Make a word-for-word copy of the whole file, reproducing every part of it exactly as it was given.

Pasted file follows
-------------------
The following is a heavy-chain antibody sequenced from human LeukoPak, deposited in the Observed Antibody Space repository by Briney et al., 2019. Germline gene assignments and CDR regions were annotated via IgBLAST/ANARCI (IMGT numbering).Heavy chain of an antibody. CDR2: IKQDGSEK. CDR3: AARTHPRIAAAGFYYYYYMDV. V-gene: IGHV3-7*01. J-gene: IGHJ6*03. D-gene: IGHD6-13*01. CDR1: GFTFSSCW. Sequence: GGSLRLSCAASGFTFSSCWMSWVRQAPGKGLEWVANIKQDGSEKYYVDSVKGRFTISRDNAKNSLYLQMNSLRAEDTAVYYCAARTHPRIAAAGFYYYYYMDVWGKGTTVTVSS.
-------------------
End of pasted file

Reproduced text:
The following is a heavy-chain antibody sequenced from human LeukoPak, deposited in the Observed Antibody Space repository by Briney et al., 2019. Germline gene assignments and CDR regions were annotated via IgBLAST/ANARCI (IMGT numbering).Heavy chain of an antibody. CDR2: IKQDGSEK. CDR3: AARTHPRIAAAGFYYYYYMDV. V-gene: IGHV3-7*01. J-gene: IGHJ6*03. D-gene: IGHD6-13*01. CDR1: GFTFSSCW. Sequence: GGSLRLSCAASGFTFSSCWMSWVRQAPGKGLEWVANIKQDGSEKYYVDSVKGRFTISRDNAKNSLYLQMNSLRAEDTAVYYCAARTHPRIAAAGFYYYYYMDVWGKGTTVTVSS.